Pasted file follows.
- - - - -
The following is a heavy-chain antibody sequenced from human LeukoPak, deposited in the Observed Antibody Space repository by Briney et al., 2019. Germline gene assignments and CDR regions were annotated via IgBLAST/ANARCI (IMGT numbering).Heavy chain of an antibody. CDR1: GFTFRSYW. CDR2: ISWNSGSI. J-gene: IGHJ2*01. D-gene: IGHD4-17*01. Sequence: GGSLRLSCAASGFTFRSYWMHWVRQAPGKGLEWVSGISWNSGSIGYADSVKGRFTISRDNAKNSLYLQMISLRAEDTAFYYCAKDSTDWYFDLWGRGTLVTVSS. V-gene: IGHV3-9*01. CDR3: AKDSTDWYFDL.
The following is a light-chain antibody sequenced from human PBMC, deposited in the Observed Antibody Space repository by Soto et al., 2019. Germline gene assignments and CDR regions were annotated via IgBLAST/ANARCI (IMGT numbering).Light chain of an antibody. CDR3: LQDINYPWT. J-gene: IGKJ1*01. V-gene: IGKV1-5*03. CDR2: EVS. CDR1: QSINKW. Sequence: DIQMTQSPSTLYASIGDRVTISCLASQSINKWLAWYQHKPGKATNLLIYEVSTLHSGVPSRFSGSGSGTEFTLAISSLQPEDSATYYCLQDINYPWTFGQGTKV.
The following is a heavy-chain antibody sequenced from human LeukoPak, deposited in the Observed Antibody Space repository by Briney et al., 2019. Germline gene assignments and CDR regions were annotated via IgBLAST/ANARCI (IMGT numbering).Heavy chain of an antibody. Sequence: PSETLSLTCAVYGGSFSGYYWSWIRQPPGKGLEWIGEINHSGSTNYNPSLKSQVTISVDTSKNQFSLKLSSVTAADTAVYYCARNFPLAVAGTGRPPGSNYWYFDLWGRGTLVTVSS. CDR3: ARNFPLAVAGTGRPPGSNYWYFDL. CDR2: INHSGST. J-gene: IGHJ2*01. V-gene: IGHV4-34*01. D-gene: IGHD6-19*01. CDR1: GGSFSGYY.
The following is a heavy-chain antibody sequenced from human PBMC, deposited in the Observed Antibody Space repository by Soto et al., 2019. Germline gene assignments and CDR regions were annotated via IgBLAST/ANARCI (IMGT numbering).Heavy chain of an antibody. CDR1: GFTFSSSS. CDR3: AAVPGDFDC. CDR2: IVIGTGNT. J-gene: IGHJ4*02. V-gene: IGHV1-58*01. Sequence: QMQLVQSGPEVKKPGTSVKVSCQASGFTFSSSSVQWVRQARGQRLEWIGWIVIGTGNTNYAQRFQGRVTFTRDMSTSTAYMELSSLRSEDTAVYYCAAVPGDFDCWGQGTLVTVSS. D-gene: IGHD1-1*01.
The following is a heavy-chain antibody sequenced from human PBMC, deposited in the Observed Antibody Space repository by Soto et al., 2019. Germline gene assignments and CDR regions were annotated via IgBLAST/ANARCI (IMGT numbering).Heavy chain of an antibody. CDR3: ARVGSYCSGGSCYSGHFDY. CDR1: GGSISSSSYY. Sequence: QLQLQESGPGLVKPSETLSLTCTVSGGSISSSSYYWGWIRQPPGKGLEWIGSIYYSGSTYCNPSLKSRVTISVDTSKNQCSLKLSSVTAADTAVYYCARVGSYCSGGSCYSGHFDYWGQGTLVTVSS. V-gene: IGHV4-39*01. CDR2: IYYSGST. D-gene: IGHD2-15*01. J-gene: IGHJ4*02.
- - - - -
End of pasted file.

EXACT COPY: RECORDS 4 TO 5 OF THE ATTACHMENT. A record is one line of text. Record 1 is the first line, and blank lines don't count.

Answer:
The following is a heavy-chain antibody sequenced from human PBMC, deposited in the Observed Antibody Space repository by Soto et al., 2019. Germline gene assignments and CDR regions were annotated via IgBLAST/ANARCI (IMGT numbering).Heavy chain of an antibody. CDR1: GFTFSSSS. CDR3: AAVPGDFDC. CDR2: IVIGTGNT. J-gene: IGHJ4*02. V-gene: IGHV1-58*01. Sequence: QMQLVQSGPEVKKPGTSVKVSCQASGFTFSSSSVQWVRQARGQRLEWIGWIVIGTGNTNYAQRFQGRVTFTRDMSTSTAYMELSSLRSEDTAVYYCAAVPGDFDCWGQGTLVTVSS. D-gene: IGHD1-1*01.
The following is a heavy-chain antibody sequenced from human PBMC, deposited in the Observed Antibody Space repository by Soto et al., 2019. Germline gene assignments and CDR regions were annotated via IgBLAST/ANARCI (IMGT numbering).Heavy chain of an antibody. CDR3: ARVGSYCSGGSCYSGHFDY. CDR1: GGSISSSSYY. Sequence: QLQLQESGPGLVKPSETLSLTCTVSGGSISSSSYYWGWIRQPPGKGLEWIGSIYYSGSTYCNPSLKSRVTISVDTSKNQCSLKLSSVTAADTAVYYCARVGSYCSGGSCYSGHFDYWGQGTLVTVSS. V-gene: IGHV4-39*01. CDR2: IYYSGST. D-gene: IGHD2-15*01. J-gene: IGHJ4*02.